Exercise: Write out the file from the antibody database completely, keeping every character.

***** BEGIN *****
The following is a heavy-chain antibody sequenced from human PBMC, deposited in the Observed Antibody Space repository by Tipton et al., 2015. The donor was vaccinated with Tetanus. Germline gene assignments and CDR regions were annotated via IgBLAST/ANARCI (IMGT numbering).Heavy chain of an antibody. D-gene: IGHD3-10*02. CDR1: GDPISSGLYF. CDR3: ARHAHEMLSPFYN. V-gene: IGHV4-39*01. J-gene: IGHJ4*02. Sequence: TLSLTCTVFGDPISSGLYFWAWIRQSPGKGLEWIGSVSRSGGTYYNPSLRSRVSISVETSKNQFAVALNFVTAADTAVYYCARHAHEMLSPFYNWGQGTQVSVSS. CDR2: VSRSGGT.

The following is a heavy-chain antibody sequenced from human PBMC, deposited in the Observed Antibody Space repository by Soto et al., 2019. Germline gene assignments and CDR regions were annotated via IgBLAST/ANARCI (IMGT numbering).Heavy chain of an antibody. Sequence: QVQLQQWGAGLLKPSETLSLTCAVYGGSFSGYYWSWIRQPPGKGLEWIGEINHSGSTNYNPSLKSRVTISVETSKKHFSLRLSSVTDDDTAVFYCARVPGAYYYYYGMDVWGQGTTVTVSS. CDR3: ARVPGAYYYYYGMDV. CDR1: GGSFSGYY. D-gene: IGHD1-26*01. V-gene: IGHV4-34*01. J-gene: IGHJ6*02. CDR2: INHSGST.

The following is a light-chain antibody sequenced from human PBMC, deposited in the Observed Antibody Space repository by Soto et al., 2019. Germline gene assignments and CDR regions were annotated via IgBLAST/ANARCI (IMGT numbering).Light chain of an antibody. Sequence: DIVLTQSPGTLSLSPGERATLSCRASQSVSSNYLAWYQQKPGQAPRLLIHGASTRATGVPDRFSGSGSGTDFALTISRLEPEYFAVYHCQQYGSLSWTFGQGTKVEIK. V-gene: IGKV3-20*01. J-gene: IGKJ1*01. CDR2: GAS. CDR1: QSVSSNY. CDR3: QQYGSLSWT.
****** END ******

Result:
The following is a heavy-chain antibody sequenced from human PBMC, deposited in the Observed Antibody Space repository by Tipton et al., 2015. The donor was vaccinated with Tetanus. Germline gene assignments and CDR regions were annotated via IgBLAST/ANARCI (IMGT numbering).Heavy chain of an antibody. D-gene: IGHD3-10*02. CDR1: GDPISSGLYF. CDR3: ARHAHEMLSPFYN. V-gene: IGHV4-39*01. J-gene: IGHJ4*02. Sequence: TLSLTCTVFGDPISSGLYFWAWIRQSPGKGLEWIGSVSRSGGTYYNPSLRSRVSISVETSKNQFAVALNFVTAADTAVYYCARHAHEMLSPFYNWGQGTQVSVSS. CDR2: VSRSGGT.

The following is a heavy-chain antibody sequenced from human PBMC, deposited in the Observed Antibody Space repository by Soto et al., 2019. Germline gene assignments and CDR regions were annotated via IgBLAST/ANARCI (IMGT numbering).Heavy chain of an antibody. Sequence: QVQLQQWGAGLLKPSETLSLTCAVYGGSFSGYYWSWIRQPPGKGLEWIGEINHSGSTNYNPSLKSRVTISVETSKKHFSLRLSSVTDDDTAVFYCARVPGAYYYYYGMDVWGQGTTVTVSS. CDR3: ARVPGAYYYYYGMDV. CDR1: GGSFSGYY. D-gene: IGHD1-26*01. V-gene: IGHV4-34*01. J-gene: IGHJ6*02. CDR2: INHSGST.

The following is a light-chain antibody sequenced from human PBMC, deposited in the Observed Antibody Space repository by Soto et al., 2019. Germline gene assignments and CDR regions were annotated via IgBLAST/ANARCI (IMGT numbering).Light chain of an antibody. Sequence: DIVLTQSPGTLSLSPGERATLSCRASQSVSSNYLAWYQQKPGQAPRLLIHGASTRATGVPDRFSGSGSGTDFALTISRLEPEYFAVYHCQQYGSLSWTFGQGTKVEIK. V-gene: IGKV3-20*01. J-gene: IGKJ1*01. CDR2: GAS. CDR1: QSVSSNY. CDR3: QQYGSLSWT.